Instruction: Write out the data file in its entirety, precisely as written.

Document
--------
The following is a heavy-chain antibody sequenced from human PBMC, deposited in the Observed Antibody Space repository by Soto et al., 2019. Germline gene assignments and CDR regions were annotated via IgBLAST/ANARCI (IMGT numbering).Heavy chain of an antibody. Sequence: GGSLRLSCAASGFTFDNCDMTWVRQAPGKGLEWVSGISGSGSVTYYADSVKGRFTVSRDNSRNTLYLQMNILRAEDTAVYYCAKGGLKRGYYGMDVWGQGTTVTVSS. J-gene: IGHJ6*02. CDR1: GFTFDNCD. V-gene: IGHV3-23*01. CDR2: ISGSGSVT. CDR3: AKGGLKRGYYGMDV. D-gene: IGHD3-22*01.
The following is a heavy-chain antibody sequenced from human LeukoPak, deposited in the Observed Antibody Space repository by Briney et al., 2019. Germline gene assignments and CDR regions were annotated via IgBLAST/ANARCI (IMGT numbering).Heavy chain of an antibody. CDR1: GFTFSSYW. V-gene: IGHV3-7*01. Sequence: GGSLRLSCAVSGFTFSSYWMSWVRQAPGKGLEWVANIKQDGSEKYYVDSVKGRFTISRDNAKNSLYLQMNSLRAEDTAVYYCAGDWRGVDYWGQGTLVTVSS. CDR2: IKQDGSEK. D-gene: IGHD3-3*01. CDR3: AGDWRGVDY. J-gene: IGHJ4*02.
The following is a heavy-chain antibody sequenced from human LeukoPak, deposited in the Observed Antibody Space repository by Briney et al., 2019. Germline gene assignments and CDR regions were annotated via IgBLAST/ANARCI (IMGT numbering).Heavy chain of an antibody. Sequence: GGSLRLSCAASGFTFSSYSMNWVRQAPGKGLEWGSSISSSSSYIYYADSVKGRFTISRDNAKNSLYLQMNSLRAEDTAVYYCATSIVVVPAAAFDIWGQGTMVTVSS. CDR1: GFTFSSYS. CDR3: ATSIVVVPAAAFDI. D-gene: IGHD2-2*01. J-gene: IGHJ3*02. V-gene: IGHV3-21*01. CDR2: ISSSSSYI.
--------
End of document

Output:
The following is a heavy-chain antibody sequenced from human PBMC, deposited in the Observed Antibody Space repository by Soto et al., 2019. Germline gene assignments and CDR regions were annotated via IgBLAST/ANARCI (IMGT numbering).Heavy chain of an antibody. Sequence: GGSLRLSCAASGFTFDNCDMTWVRQAPGKGLEWVSGISGSGSVTYYADSVKGRFTVSRDNSRNTLYLQMNILRAEDTAVYYCAKGGLKRGYYGMDVWGQGTTVTVSS. J-gene: IGHJ6*02. CDR1: GFTFDNCD. V-gene: IGHV3-23*01. CDR2: ISGSGSVT. CDR3: AKGGLKRGYYGMDV. D-gene: IGHD3-22*01.
The following is a heavy-chain antibody sequenced from human LeukoPak, deposited in the Observed Antibody Space repository by Briney et al., 2019. Germline gene assignments and CDR regions were annotated via IgBLAST/ANARCI (IMGT numbering).Heavy chain of an antibody. CDR1: GFTFSSYW. V-gene: IGHV3-7*01. Sequence: GGSLRLSCAVSGFTFSSYWMSWVRQAPGKGLEWVANIKQDGSEKYYVDSVKGRFTISRDNAKNSLYLQMNSLRAEDTAVYYCAGDWRGVDYWGQGTLVTVSS. CDR2: IKQDGSEK. D-gene: IGHD3-3*01. CDR3: AGDWRGVDY. J-gene: IGHJ4*02.
The following is a heavy-chain antibody sequenced from human LeukoPak, deposited in the Observed Antibody Space repository by Briney et al., 2019. Germline gene assignments and CDR regions were annotated via IgBLAST/ANARCI (IMGT numbering).Heavy chain of an antibody. Sequence: GGSLRLSCAASGFTFSSYSMNWVRQAPGKGLEWGSSISSSSSYIYYADSVKGRFTISRDNAKNSLYLQMNSLRAEDTAVYYCATSIVVVPAAAFDIWGQGTMVTVSS. CDR1: GFTFSSYS. CDR3: ATSIVVVPAAAFDI. D-gene: IGHD2-2*01. J-gene: IGHJ3*02. V-gene: IGHV3-21*01. CDR2: ISSSSSYI.